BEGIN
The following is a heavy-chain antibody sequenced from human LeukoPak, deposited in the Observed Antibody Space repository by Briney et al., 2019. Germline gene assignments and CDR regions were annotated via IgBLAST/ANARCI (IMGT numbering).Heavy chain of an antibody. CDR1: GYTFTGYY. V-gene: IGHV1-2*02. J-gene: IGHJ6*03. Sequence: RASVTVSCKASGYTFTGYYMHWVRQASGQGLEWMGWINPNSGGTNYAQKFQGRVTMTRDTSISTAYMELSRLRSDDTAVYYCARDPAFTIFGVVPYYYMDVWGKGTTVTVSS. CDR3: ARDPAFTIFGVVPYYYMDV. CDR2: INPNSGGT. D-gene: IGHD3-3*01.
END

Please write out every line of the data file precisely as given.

The following is a heavy-chain antibody sequenced from human LeukoPak, deposited in the Observed Antibody Space repository by Briney et al., 2019. Germline gene assignments and CDR regions were annotated via IgBLAST/ANARCI (IMGT numbering).Heavy chain of an antibody. CDR1: GYTFTGYY. V-gene: IGHV1-2*02. J-gene: IGHJ6*03. Sequence: RASVTVSCKASGYTFTGYYMHWVRQASGQGLEWMGWINPNSGGTNYAQKFQGRVTMTRDTSISTAYMELSRLRSDDTAVYYCARDPAFTIFGVVPYYYMDVWGKGTTVTVSS. CDR3: ARDPAFTIFGVVPYYYMDV. CDR2: INPNSGGT. D-gene: IGHD3-3*01.